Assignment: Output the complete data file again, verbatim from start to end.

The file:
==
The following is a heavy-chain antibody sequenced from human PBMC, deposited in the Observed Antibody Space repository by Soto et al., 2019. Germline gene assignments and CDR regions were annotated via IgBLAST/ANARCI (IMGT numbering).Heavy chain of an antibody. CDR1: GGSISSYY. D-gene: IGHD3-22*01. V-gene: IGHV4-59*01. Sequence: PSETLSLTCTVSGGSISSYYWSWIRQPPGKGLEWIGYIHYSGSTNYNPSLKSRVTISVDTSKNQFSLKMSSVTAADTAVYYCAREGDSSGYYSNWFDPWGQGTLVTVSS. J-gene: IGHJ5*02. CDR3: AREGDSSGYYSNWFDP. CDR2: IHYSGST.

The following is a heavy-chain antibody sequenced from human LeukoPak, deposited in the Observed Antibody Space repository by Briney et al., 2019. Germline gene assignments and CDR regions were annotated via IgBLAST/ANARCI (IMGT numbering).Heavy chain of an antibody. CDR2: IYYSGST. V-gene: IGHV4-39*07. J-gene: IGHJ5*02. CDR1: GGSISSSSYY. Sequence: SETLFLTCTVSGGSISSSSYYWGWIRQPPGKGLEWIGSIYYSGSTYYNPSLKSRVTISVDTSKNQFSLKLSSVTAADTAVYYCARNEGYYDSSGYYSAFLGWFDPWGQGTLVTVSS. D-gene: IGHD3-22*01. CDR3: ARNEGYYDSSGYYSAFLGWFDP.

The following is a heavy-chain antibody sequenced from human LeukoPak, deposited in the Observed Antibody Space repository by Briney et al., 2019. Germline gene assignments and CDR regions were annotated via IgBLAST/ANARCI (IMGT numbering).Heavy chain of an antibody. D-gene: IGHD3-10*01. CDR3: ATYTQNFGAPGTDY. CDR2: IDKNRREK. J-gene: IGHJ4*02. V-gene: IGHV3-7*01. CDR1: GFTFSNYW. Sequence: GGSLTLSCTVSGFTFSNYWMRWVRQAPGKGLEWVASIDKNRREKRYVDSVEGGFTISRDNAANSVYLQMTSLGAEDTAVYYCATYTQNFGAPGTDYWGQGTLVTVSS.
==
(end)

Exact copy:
The following is a heavy-chain antibody sequenced from human PBMC, deposited in the Observed Antibody Space repository by Soto et al., 2019. Germline gene assignments and CDR regions were annotated via IgBLAST/ANARCI (IMGT numbering).Heavy chain of an antibody. CDR1: GGSISSYY. D-gene: IGHD3-22*01. V-gene: IGHV4-59*01. Sequence: PSETLSLTCTVSGGSISSYYWSWIRQPPGKGLEWIGYIHYSGSTNYNPSLKSRVTISVDTSKNQFSLKMSSVTAADTAVYYCAREGDSSGYYSNWFDPWGQGTLVTVSS. J-gene: IGHJ5*02. CDR3: AREGDSSGYYSNWFDP. CDR2: IHYSGST.

The following is a heavy-chain antibody sequenced from human LeukoPak, deposited in the Observed Antibody Space repository by Briney et al., 2019. Germline gene assignments and CDR regions were annotated via IgBLAST/ANARCI (IMGT numbering).Heavy chain of an antibody. CDR2: IYYSGST. V-gene: IGHV4-39*07. J-gene: IGHJ5*02. CDR1: GGSISSSSYY. Sequence: SETLFLTCTVSGGSISSSSYYWGWIRQPPGKGLEWIGSIYYSGSTYYNPSLKSRVTISVDTSKNQFSLKLSSVTAADTAVYYCARNEGYYDSSGYYSAFLGWFDPWGQGTLVTVSS. D-gene: IGHD3-22*01. CDR3: ARNEGYYDSSGYYSAFLGWFDP.

The following is a heavy-chain antibody sequenced from human LeukoPak, deposited in the Observed Antibody Space repository by Briney et al., 2019. Germline gene assignments and CDR regions were annotated via IgBLAST/ANARCI (IMGT numbering).Heavy chain of an antibody. D-gene: IGHD3-10*01. CDR3: ATYTQNFGAPGTDY. CDR2: IDKNRREK. J-gene: IGHJ4*02. V-gene: IGHV3-7*01. CDR1: GFTFSNYW. Sequence: GGSLTLSCTVSGFTFSNYWMRWVRQAPGKGLEWVASIDKNRREKRYVDSVEGGFTISRDNAANSVYLQMTSLGAEDTAVYYCATYTQNFGAPGTDYWGQGTLVTVSS.